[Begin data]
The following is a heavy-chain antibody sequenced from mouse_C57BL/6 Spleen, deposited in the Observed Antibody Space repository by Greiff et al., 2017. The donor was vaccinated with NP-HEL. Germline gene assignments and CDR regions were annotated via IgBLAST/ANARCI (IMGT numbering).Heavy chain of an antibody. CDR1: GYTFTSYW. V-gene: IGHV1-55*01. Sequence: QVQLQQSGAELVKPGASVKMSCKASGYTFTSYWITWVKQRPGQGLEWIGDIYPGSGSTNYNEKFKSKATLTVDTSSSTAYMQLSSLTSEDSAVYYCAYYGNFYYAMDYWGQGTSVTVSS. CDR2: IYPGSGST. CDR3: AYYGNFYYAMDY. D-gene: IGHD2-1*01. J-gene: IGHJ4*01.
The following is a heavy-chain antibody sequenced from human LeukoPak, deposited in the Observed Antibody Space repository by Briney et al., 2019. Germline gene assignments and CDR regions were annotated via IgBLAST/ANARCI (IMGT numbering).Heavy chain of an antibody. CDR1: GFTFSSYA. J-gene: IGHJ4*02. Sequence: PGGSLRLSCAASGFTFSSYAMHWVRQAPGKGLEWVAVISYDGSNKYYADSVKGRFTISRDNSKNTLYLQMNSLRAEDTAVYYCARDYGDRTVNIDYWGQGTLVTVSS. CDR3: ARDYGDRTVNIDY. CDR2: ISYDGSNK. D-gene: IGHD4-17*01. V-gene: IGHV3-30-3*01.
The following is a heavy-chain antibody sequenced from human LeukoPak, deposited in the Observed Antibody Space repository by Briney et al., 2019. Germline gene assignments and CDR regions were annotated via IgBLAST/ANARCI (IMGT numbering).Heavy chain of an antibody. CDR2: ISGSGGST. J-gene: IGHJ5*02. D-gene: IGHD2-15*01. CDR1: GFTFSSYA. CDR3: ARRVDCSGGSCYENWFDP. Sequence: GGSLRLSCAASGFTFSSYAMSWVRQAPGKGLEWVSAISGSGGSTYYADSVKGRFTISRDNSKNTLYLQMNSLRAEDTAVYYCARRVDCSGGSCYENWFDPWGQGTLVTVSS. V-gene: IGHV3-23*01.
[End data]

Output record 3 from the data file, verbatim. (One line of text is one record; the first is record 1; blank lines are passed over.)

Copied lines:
The following is a heavy-chain antibody sequenced from human LeukoPak, deposited in the Observed Antibody Space repository by Briney et al., 2019. Germline gene assignments and CDR regions were annotated via IgBLAST/ANARCI (IMGT numbering).Heavy chain of an antibody. CDR2: ISGSGGST. J-gene: IGHJ5*02. D-gene: IGHD2-15*01. CDR1: GFTFSSYA. CDR3: ARRVDCSGGSCYENWFDP. Sequence: GGSLRLSCAASGFTFSSYAMSWVRQAPGKGLEWVSAISGSGGSTYYADSVKGRFTISRDNSKNTLYLQMNSLRAEDTAVYYCARRVDCSGGSCYENWFDPWGQGTLVTVSS. V-gene: IGHV3-23*01.